There’s one more moment in time, which is the time until DOM content is loaded. But I’m not sure that has a direct effect on how performance is perceived, so it feels like it belongs more in the category of quantities than time.
Next, we listed out all the factors that could affect each of the moments in time. For example, the time to first byte depends on the speed of the network that the user is on. It also depends on how speedily your server (or Content Delivery Network) can return a response. Meanwhile, time to first render is affected by the speed of the user’s network, but it’s also affected by how many blocking elements are on the critical path.
By listing all the factors out, we can draw a distinction between the factors that are outside of our control, and the factors that we can do something about. So while we might not be able to do anything about the speed of the user’s network, we might well be able to optimise the speed at which our server returns a response, or we might be able to defer some assets that are currently blocking the critical path.
|1st meaningful paint||
|1st meaningful interaction||
So far, everything in our list of performance-affecting factors is related to the first visit. It’s worth drawing up a second list to document all the factors for subsequent visits. This will look the same as the list for first visits, but with the crucial difference that caching now becomes a factor.
|First visit factors||Repeat visit factors|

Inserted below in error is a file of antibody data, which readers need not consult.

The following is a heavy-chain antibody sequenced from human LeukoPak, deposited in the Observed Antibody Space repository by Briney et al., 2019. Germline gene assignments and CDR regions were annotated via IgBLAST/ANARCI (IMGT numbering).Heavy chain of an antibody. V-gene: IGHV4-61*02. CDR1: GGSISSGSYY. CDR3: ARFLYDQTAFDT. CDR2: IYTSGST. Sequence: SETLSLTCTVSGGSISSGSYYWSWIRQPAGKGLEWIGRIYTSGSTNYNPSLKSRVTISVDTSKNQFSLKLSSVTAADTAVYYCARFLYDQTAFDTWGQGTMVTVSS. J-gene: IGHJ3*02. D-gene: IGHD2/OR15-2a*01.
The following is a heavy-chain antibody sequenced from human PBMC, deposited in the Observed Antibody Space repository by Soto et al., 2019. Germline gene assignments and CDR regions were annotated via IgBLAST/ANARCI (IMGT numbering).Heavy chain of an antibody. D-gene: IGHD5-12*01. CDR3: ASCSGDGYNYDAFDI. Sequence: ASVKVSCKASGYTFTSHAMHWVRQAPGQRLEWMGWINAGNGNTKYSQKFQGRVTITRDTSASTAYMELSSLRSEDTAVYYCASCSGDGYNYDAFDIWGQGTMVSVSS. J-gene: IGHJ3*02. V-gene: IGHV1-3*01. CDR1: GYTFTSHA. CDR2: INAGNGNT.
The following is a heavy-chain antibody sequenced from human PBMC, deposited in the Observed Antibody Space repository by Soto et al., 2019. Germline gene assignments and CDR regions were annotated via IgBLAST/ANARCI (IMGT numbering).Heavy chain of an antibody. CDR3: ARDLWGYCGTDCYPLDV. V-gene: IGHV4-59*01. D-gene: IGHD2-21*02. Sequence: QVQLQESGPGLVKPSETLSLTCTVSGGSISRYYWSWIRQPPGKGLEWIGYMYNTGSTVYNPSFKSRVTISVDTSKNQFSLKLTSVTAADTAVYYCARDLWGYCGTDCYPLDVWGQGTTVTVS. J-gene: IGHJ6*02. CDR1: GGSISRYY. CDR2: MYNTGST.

|1st meaningful paint||
|1st meaningful interaction||
Alright. Now it’s time to get some numbers for each of the four moments in time. I use Web Page Test for this. Choose a realistic setting, like 3G on an Android from the East coast of the USA. Under advanced settings, be sure to select “First View and Repeat View” so that you can put those numbers in two different columns.
Here are some numbers for adactio.com:
|First visit time||Repeat visit time|
|1st byte||1.476 seconds||1.215 seconds|
|1st render||2.633 seconds||1.930 seconds|
|1st meaningful paint||2.633 seconds||1.930 seconds|
|1st meaningful interaction||2.868 seconds||2.083 seconds|
I’m getting the same numbers for first render as first meaningful paint. That tells me that there’s no point in trying to optimise my font-loading, for example …which makes total sense, because adactio.com isn’t using any web fonts. But on a different site, you might see a big gap between those numbers.
I am seeing a gap between time to first byte and time to first render. That tells me that I might be able to get some blocking requests off the critical path. Sure enough, I’m currently referencing an external stylesheet in the
head of adactio.com—if I were to inline critical styles and defer the loading of that stylesheet, I should be able to narrow that gap.
My point is, you’re going to see very different distributions of numbers depending on the kind of site you’re testing. There’s no one-size-fits-all metric to focus on.